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How To Know If Breeding The Goats Was Successful

Breeding the goats every year or two is part of keeping backyard dairy goats.  Once you’ve mastered basic goat care, it’s time to start thinking about breeding them.  We had a couple bucks spend a few weeks at our place and we also took the girls out for “dates.” Bucks can be very smelly, so they aren’t good fits for tiny homesteads.  You can find a buck to service you does through networking or through sites like craigslist.

Make sure your does are up to date on their disease testing and ask for the results for the buck you are thinking about using.  Here is a video on how to do blood draws and where to get the supplies from Tiramar Homestead.  Also ask ahead of time about registration, pedigrees, and whether or not you will be needing a service  memo for the breeding.

How do you know if breeding the goats was successful? You may just have to wait five months but there are a few ways to tell.

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We had a few times when I had hoped my does would be pregnant and then didn’t take.  One goat had a pattern of going into false heat.  Once we knew she was likely to do that it was easier to plan around and make sure we could get her back with a buck.  Our other goat even made an udder when she wasn’t even pregnant.  I didn’t realize at the time that goats could be influenced by the hormones of their herdmates!

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How do you know if your goat breeding was successful?

Your first clue is the instant you bring the buck to your doe in heat.  If he mounts her and she stands you should see the buck do a little dip with his back legs.  That indicates a successful breeding.  If she doesn’t stand or he isn’t finish the job I can promise you won’t be getting any goat babies.

A second indicator is if your goat goes into heat again.  If it’s not a full 21 days then the previous cycle was a false heat.  NOW your goat is ready to be successfully bred.  Get that buck back!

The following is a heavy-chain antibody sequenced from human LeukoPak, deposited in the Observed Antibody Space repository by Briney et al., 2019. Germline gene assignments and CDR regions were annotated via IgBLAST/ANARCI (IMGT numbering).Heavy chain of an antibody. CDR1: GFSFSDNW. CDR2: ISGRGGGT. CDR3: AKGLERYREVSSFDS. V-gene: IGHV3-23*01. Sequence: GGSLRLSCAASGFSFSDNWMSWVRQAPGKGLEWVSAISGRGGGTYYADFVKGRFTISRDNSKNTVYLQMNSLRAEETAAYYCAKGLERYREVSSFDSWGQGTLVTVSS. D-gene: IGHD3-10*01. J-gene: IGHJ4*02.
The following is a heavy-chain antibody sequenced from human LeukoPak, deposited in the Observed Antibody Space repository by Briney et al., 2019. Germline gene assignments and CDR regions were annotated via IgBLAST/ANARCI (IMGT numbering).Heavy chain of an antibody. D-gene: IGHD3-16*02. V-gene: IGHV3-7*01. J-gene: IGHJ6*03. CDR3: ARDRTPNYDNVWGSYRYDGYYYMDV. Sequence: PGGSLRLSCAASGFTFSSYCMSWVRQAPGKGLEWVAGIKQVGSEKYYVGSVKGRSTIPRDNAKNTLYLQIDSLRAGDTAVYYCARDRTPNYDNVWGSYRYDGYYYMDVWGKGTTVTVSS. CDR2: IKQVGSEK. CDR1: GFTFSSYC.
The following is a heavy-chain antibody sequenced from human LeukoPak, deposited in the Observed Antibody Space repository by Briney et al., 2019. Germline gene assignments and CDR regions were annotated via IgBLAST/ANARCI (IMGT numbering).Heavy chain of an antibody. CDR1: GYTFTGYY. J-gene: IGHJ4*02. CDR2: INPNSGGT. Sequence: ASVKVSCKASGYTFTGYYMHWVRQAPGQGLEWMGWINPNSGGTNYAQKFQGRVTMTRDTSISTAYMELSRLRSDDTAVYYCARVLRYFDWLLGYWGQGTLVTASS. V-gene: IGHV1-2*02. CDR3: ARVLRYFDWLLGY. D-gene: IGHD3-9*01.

Other indicators are much later in the pregnancy.  Your goat may get fatter (which mine tend to do even without being pregnant).  She may develop an udder (which apparently mine do even without being pregnant…).  Nearer the end you can feel the babies kicking and moving in her tummy.  The rumen (on the left side of the goat) can feel suspiciously like baby movement.  Feel on the right side when checking for movement.  Unfortunately, this isn’t foolproof.

If you absolutely need to know which does have taken do a blood test.  If you send in a blood sample to Bio Tracking you can find out in just 30 days whether breeding the goats took or not.

As tempting as the blood test is, we always took the wait and see approach.  Don’t get caught by surprise!  Write down a due date 145-150 days from the last date they were exposed to the buck.  Here’s a due date calculator from American Goat Society.  It is important to know how far along your goats are because they do need slightly different care while pregnant. (Related Post: Basic Goat Care Pregnancy and Kidding).

What signals do you use to tell if breeding the goats was successful?